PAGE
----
To date, we are 110 million Filipinos. We were 1.89 million in 1880. In a hundred years we hit 6.5 million. By the turn of the 20th century, we reached 76.5 million. In 2018, before Covid-19 distorted the figures, the Asian Development Bank (ADB) studies showed 16.7 percent of the population live below the poverty line - a monthly income of less than P10,000, barely enough to meet the basic food and nonfood needs of a family of five. With Covid, the Philippines by any measure is in dire straits. With the continued lockdown, the economy is in tatters, unemployment is soaring, and hunger stalks the land. The pantry feeding programs of the private sector and the government subsidy are just palliatives. Government policies on population growth are distorted by the powerful Roman Catholic Church hierarchy. This may be debatable and a good topic for another column. But in relation to the pandemic and the population impact, I refer to a fictionalized version, very descriptive of what's happening today. In the movie "Inferno," based on a Dan Brown book, Bertrand Zobrist, the fanatic-environmentalist-billionaire, holds a device that will unleash a plague upon the Earth, declared:

"We are destroying the very means by which life is sustained...every single global ill that plagues the Earth can be traced to human overpopulation...We clear-cut. We dump. We consume. We destroy. Half the animal species on Earth have vanished in the last 40 years. But still, we keep attacking our own environment. Does it take a catastrophe to learn our lesson? To get our attention. Nothing changes behavior like pain. Maybe pain can save us."

Now we are undergoing this pain - this pandemic. I find the theme compelling and very descriptive of what could happen next.

Published in LML Polettiques
THIS article is a response to the feedback on my May 5 column from various social media platforms. I’ve chosen to highlight the retort of a friend, Jose “Boyet” Lim 3rd, a confidant to both President Duterte and Sen. Christopher Lawrence “Bong” Go (SBG), for his articulate defense of the latter. This exchange, lifted verbatim from my Facebook account, provides a certain flavor to these political sideshows.

Boyet Lim 3rd
“Piercing article, Lito. But the naïveté must be yours for failing to understand how Bong became SBG. It was the stupidity of Trillanes et al. that catapulted him to public notice and fame when the latter was hauled to that Senate investigation of the bribed and fabricated confessions of [retired PCMS Arturo ‘Arthur’] Lascañas and [Edgar] Matobato. From thereon, the ‘nobato’ that you think of SBG — the caregiver or photobomber or pushover in your mind — transformed into the man he really is, yes, loyal to a genuinely pro-people President and by extension, himself loyal to the Filipino people.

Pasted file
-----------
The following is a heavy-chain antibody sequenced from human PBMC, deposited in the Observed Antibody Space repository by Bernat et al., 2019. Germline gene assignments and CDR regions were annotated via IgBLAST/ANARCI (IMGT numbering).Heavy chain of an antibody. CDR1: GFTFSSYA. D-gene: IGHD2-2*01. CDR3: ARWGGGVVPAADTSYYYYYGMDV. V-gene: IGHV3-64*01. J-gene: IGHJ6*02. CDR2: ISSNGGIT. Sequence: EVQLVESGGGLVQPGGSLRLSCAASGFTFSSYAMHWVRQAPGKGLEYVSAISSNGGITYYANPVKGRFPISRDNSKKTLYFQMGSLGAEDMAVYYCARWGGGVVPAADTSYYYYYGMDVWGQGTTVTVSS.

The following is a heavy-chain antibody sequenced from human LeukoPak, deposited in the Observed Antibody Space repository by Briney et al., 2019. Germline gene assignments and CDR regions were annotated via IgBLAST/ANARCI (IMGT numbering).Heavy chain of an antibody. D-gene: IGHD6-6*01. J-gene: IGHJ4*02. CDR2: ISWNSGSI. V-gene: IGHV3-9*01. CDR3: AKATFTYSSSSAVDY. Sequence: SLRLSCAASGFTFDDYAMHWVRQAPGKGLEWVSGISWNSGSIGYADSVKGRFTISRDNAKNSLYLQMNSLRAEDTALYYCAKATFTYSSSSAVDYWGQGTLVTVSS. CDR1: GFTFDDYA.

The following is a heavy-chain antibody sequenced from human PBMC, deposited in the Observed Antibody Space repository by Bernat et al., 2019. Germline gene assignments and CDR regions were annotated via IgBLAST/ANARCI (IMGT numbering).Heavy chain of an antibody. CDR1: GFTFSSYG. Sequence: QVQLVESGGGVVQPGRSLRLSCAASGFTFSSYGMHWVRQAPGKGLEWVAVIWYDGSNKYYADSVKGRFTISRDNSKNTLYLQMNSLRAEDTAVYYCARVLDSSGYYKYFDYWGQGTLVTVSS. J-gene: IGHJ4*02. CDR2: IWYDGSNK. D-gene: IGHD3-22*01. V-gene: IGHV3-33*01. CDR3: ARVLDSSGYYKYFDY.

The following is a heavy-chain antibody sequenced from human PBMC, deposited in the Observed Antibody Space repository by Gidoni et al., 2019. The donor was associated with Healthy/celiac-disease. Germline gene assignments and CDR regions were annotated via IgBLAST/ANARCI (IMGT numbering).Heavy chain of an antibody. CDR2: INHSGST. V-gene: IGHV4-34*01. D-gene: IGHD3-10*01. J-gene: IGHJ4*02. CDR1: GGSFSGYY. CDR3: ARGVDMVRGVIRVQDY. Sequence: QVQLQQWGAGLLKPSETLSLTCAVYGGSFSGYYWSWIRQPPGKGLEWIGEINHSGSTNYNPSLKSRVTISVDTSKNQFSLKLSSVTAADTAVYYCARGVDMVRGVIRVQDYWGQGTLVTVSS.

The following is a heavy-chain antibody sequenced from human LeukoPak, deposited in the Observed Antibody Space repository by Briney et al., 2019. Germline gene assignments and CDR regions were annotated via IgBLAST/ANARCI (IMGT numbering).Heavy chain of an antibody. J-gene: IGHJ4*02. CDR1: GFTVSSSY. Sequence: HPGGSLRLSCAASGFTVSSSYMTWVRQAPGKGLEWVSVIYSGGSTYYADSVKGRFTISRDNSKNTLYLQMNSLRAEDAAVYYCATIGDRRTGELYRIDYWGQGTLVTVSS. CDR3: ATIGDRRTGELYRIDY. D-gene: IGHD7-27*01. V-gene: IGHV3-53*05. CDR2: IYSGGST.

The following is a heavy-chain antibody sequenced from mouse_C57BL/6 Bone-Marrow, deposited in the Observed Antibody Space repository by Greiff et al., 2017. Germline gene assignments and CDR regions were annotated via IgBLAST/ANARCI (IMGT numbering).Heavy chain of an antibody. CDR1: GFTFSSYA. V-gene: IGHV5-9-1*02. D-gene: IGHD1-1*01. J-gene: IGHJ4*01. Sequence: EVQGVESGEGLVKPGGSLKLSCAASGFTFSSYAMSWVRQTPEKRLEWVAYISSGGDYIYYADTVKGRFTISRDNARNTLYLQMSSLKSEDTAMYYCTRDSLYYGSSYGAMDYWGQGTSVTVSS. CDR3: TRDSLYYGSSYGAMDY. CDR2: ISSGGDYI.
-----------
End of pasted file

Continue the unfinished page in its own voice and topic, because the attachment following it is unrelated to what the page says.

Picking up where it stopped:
“There’s been a number of presidents with assistants larger in portrait than SBG, but none I can recall matching the teamwork between the President and now SBG that for so long has served the interest of the public, from the modest Office of the Mayor in the City Hall of Davao to the hallowed halls of the Palace. I probably can write an article longer than yours enumerating the anomalies of past presidents and their cohorts, but regardless of the circumstances, every citizen of this country, I believe, owes some reserved respect for these leaders who were chosen by the people, be they right or wrong.

“The statement you are quoting as having been said by SBG — ‘magbabago lang siguro ang isip ko kung tatakbong vice president si President Duterte’ — is a conjecture loaded with possibilities in all directions that you have singled out to mean SBG will then gun for the presidency. Yes, it was a leading statement but taking it to a singular conclusion is perhaps the likes of simpleton thinking that plunged the opposition to abysmal defeat in the last elections.

“SBG is not a caregiver to the President. He is a member of the Senate of the Republic of the Philippines serving the interests of the Filipino people miles better than the stupid senators you adore. I’m guessing you too salivate to become a senator or something yourself if your Centrist Democratic Movement can swing you a miracle. But that can only happen in your perspective, dreams rather. Nevertheless, if that miracle indeed happens to the true benefit of the nation, let it be.

“By the way, a belated happy birthday to you, Lito. My warmest regards to the family.”

My response
Hi, Boyet. I thought you deserve a much longer response than the terse ones I texted you, although I really appreciate your birthday greetings and, of course, your comments on my column. And I mean it.

I am familiar with the Trillanes, Lascañas and Matobato fiasco. It was unfair to Bong Go then, even as his performance at the Senate hearing as a public figure was less than stellar — almost pathetic. But I never had any sympathy for Trillanes. But to use this incident as the transformation of Bong Go — “…into the man he really is, yes, loyal to a genuinely pro-people President and by extension himself loyal to the Filipino people” — is a little bit over the top and melodramatic even for you, don’t you think?

I appreciate your passionate defense of SBG, an admirable trait, loyally papering over his deficiencies — something that I really don’t blame him for, only when his pretensions threaten to go beyond his capabilities, that could later prove to be dangerous to the country. But if I didn’t know you better, such praises could be attributed to a Palace sycophant — and I’m certain you are not.